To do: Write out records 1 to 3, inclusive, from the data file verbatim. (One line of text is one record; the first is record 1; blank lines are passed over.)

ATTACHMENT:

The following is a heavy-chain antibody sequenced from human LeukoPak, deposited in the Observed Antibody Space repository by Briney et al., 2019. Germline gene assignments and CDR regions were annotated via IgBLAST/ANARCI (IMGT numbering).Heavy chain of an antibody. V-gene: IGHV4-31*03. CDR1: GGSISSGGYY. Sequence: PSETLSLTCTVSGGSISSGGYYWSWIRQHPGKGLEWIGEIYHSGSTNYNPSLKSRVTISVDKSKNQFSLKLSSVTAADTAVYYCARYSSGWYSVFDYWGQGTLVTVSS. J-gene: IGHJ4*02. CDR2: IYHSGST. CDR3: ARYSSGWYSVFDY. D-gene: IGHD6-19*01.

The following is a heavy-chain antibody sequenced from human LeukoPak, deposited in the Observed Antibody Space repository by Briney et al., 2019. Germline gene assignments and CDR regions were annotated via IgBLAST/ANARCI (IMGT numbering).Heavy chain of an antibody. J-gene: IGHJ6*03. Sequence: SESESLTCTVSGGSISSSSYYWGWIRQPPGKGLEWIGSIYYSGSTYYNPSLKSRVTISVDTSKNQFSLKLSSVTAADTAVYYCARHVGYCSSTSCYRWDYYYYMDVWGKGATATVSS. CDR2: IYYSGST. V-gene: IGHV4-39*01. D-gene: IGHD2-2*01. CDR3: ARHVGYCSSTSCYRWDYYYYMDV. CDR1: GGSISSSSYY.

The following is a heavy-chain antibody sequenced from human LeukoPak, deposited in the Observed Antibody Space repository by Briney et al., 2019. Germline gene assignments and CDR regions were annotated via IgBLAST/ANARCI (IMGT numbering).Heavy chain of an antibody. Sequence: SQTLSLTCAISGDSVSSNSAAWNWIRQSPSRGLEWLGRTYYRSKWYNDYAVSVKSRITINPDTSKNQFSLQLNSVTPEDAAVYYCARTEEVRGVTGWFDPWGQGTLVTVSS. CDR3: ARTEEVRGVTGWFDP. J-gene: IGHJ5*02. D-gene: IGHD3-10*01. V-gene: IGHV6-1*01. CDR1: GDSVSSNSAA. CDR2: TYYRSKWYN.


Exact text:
The following is a heavy-chain antibody sequenced from human LeukoPak, deposited in the Observed Antibody Space repository by Briney et al., 2019. Germline gene assignments and CDR regions were annotated via IgBLAST/ANARCI (IMGT numbering).Heavy chain of an antibody. V-gene: IGHV4-31*03. CDR1: GGSISSGGYY. Sequence: PSETLSLTCTVSGGSISSGGYYWSWIRQHPGKGLEWIGEIYHSGSTNYNPSLKSRVTISVDKSKNQFSLKLSSVTAADTAVYYCARYSSGWYSVFDYWGQGTLVTVSS. J-gene: IGHJ4*02. CDR2: IYHSGST. CDR3: ARYSSGWYSVFDY. D-gene: IGHD6-19*01.

The following is a heavy-chain antibody sequenced from human LeukoPak, deposited in the Observed Antibody Space repository by Briney et al., 2019. Germline gene assignments and CDR regions were annotated via IgBLAST/ANARCI (IMGT numbering).Heavy chain of an antibody. J-gene: IGHJ6*03. Sequence: SESESLTCTVSGGSISSSSYYWGWIRQPPGKGLEWIGSIYYSGSTYYNPSLKSRVTISVDTSKNQFSLKLSSVTAADTAVYYCARHVGYCSSTSCYRWDYYYYMDVWGKGATATVSS. CDR2: IYYSGST. V-gene: IGHV4-39*01. D-gene: IGHD2-2*01. CDR3: ARHVGYCSSTSCYRWDYYYYMDV. CDR1: GGSISSSSYY.

The following is a heavy-chain antibody sequenced from human LeukoPak, deposited in the Observed Antibody Space repository by Briney et al., 2019. Germline gene assignments and CDR regions were annotated via IgBLAST/ANARCI (IMGT numbering).Heavy chain of an antibody. Sequence: SQTLSLTCAISGDSVSSNSAAWNWIRQSPSRGLEWLGRTYYRSKWYNDYAVSVKSRITINPDTSKNQFSLQLNSVTPEDAAVYYCARTEEVRGVTGWFDPWGQGTLVTVSS. CDR3: ARTEEVRGVTGWFDP. J-gene: IGHJ5*02. D-gene: IGHD3-10*01. V-gene: IGHV6-1*01. CDR1: GDSVSSNSAA. CDR2: TYYRSKWYN.